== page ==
James McBride on Failure and the Power of a Teacher's Words
At the inaugural South Meets Southwest Regional Forum in San Antonio, keynote speaker, James McBride, took the audience through his life journey.
At the inaugural South Meets Southwest Regional Forum in San Antonio, keynote speaker, James McBride, took the audience through his life journey—from student and musician to author and teacher. Two things he learned along the way: fail fast, fail often; and the power of a teacher’s affirmation to change the trajectory of a student’s life.
McBride reflected on his high school experience. As an underclassman, he was disinterested in academia as evidenced by his frequent patronage of the “cool out spot”—an area in the front of the school where students who skipped class would congregate. It was also a “spot” that was visible from the guidance counselor’s office—an act the students perhaps considered cool defiance.
During his sophomore year, McBride and his friends were placed in a special class that required them to have weekly, one-hour sessions with a guidance counselor, who was also a psychologist unbeknownst to the students. Each week, McBride entered Dr. Silverman’s office, where he sat silently with crossed arms, waiting for the conclusion of the visit. After weeks with little to no progress, Dr. Silverman said it was okay if McBride was resigned to continue down the same path but it would be such a waste of talent. At that moment, something shifted for McBride. That single moment was a catalyst for change.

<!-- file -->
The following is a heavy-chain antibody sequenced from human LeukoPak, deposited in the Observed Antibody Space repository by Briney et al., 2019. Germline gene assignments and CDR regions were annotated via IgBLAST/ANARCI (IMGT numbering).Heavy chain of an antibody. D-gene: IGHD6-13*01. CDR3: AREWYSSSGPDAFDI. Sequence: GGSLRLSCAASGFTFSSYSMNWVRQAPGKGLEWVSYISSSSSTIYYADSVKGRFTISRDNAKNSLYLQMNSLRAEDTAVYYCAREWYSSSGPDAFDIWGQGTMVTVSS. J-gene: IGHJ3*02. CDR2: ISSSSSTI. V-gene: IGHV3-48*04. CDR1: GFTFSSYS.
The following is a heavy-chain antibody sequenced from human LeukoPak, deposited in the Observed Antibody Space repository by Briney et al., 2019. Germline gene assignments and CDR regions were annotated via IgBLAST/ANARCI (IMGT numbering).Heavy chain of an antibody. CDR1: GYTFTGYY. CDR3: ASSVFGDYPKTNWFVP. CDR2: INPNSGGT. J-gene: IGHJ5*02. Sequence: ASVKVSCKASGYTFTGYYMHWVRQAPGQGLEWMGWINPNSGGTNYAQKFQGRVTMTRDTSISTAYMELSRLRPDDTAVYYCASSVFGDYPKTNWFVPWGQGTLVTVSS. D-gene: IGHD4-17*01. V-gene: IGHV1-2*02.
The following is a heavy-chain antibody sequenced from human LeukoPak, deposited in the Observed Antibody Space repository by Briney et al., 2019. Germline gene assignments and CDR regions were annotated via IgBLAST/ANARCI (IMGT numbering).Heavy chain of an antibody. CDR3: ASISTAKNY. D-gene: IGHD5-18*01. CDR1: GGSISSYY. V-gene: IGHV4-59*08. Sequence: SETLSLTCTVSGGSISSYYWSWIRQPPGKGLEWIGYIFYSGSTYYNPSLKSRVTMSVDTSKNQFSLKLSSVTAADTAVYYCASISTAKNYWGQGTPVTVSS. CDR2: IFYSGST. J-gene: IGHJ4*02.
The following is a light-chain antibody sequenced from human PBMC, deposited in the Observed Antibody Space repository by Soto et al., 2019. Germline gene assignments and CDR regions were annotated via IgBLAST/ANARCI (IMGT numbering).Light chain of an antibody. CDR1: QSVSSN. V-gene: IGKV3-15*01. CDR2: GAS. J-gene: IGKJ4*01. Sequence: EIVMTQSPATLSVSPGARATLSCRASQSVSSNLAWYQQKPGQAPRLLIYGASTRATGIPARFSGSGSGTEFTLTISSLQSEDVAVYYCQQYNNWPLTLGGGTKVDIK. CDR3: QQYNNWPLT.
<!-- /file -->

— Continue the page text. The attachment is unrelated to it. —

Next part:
Later, as a student at Oberlin college, McBride’s introductory English professor, Tom Taylor, encouraged McBride to pursue writing after an impressive short story submission. “You have a touch for this,” Taylor said. McBride dismissed the praise at the time, but as we now know he would later become a distinguished author. When he assumed his position at The Washington Post after graduation, he wrote a note to Taylor thanking him for seeing his potential when he didn’t see it himself.
Failure builds resilience and creates an opportunity to grow according to McBride, and he encourages teachers to give students the room to fail. McBride learned to be comfortable with failure. “Every time I’ve failed, I always have in my mind [that] I’ve seen people around me fail and they just get up, they keep moving, and they do it with a smile,” he said.
McBride credits his success to his ability to fail and the encouragement he received from educators and mentors throughout his life.
In closing, McBride addressed the audience, “you [educators] are the beacons of light in a world that has been darkened horribly. The only thing that is going to save this country is the work you do."
He continued, "the war is here. You and I are in it, and we will win it. And we'll win it the right way—with love, and reason, and discourse."